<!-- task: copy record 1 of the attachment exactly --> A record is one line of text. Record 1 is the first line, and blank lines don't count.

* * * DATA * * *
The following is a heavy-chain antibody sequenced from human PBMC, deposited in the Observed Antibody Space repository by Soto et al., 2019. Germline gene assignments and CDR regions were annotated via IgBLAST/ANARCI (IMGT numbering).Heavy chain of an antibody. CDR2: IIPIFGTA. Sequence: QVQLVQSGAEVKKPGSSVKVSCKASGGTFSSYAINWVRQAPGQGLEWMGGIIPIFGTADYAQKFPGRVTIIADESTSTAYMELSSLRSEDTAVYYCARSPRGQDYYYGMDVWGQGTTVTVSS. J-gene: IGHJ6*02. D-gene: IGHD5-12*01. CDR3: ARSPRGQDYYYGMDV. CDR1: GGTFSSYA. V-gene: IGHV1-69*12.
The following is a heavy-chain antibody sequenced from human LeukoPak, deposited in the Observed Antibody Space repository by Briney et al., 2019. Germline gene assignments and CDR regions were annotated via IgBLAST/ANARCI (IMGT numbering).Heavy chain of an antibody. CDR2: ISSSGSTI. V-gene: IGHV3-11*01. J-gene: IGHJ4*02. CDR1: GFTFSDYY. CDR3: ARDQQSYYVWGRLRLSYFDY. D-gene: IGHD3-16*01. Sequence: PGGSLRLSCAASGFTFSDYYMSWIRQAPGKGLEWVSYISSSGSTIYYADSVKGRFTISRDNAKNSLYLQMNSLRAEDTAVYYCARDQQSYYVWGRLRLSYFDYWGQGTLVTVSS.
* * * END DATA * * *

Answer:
The following is a heavy-chain antibody sequenced from human PBMC, deposited in the Observed Antibody Space repository by Soto et al., 2019. Germline gene assignments and CDR regions were annotated via IgBLAST/ANARCI (IMGT numbering).Heavy chain of an antibody. CDR2: IIPIFGTA. Sequence: QVQLVQSGAEVKKPGSSVKVSCKASGGTFSSYAINWVRQAPGQGLEWMGGIIPIFGTADYAQKFPGRVTIIADESTSTAYMELSSLRSEDTAVYYCARSPRGQDYYYGMDVWGQGTTVTVSS. J-gene: IGHJ6*02. D-gene: IGHD5-12*01. CDR3: ARSPRGQDYYYGMDV. CDR1: GGTFSSYA. V-gene: IGHV1-69*12.